How To Tell If Your Lawn Needs DethatchingLike many plants, grass has a belowground root system topped by a living, aboveground shoot that’s green and growing. In between lies a layer known as thatch. Some thatch is natural and good for a lawn, but too much can usher in problems.

Comprised of leaves, stems and roots – some living, some dead – thatch forms as a natural part of turf’s growing process. It lies on top of the soil, a tightly woven layer beneath the visible grass blades. As long as it doesn’t get thicker than 1/2 to 3/4 of an inch, thatch actually contributes to lawn health in these ways:

  • Mulching soil and slowing water loss
  • Cushioning soil and decreasing compaction
  • Insulating grass crowns from soil temperature swings
  • Improving turf tolerance to foot and mower traffic

A problem arises when thatch develops into a thicker layer and forms a wedge between grass and soil. Too-thick thatch diminishes lawn health by:

  • Forming an impervious layer that prevents water, fertilizer, and insect or disease controls from reaching soil
  • Blocking sunlight from reaching lower grass blades
  • Holding moisture against grass blades, which can foster disease
  • Blocking soil so that grass roots grow into nutrient-lacking thatch, which forms a shallow-rooted lawn
  • Creating an uneven lawn, which leads to uneven mowing and scalping

What Causes Thatch?

Although thatch forms naturally, some situations promote rapid thatch formation:

  • Overfertilizing with too much nitrogen
  • Overwatering
  • Always mowing too high
  • Heavy clay soil

Certain grasses tend to form thicker thatch layers. Creeping turf types that spread by above- and underground stems often rapidly form thatch; this includes St. Augustinegrass, Bermudagrass and zoysiagrass. Cool-season grasses, such as bentgrass and aggressive Kentucky bluegrass varieties, also can quickly form thatch, especially if soil is compacted and turf hasn’t been properly fertilized for a few years.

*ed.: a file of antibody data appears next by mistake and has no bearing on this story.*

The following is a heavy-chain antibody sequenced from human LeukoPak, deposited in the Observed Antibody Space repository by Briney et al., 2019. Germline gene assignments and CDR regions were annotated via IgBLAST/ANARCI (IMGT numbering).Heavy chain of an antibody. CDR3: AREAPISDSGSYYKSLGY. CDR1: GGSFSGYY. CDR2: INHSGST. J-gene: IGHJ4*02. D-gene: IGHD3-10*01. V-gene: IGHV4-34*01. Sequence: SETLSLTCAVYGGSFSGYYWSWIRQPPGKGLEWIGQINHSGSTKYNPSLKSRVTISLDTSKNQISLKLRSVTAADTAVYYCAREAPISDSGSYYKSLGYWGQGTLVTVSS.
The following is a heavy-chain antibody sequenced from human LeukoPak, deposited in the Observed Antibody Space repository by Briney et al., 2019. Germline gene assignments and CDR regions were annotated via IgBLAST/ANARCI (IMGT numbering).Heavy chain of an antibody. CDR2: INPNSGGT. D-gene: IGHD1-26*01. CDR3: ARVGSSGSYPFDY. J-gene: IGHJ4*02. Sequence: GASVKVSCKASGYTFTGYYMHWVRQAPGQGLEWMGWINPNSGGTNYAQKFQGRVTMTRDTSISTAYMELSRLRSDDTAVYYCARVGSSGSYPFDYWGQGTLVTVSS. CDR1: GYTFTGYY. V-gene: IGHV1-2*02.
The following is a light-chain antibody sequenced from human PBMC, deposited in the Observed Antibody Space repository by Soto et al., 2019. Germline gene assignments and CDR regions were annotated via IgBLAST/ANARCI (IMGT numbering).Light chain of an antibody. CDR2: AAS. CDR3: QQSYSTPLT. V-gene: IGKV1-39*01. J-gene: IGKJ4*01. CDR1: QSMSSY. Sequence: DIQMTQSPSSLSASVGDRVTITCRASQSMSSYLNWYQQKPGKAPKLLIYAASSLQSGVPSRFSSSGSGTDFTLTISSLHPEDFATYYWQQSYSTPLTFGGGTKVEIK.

If you use a mulching mower and leave grass clippings on the lawn, that does not lead to thatch formation. Those are healthy practices that can help prevent thatch formation. Typically grass clippings decompose readily. Thatch arises from grass stems and roots in the top inches of soil that die and don’t fully decompose.

Does Your Lawn Need Dethatching?

Perform one or more of these tests to determine whether your lawn needs dethatching.

Feel the lawn. A lawn that’s spongy or bouncy underfoot, with a springy feel, often has a thick thatch layer.

Visually inspect the lawn. To determine how thick thatch is, examine the lawn closely. Is soil visible between turf crowns? If it isn’t, you’re likely looking at a thatch layer. Can you shove your finger through the visible thatch layer – or is it impenetrable? A thatch layer that’s tough to wedge a finger through needs to be thinned.

Measure the thatch. Another way to examine thatch is to excavate a lawn sample. Use a trowel or spade to remove a wedge-shaped layer of grass and soil about 3 inches thick, or just pry up a small section of turf. Look for the thatch layer lying directly on top of soil. Measure the thickness. A layer thicker than three-quarters of an inch signals it’s time to dethatch.

Learn how to dethatch a lawn.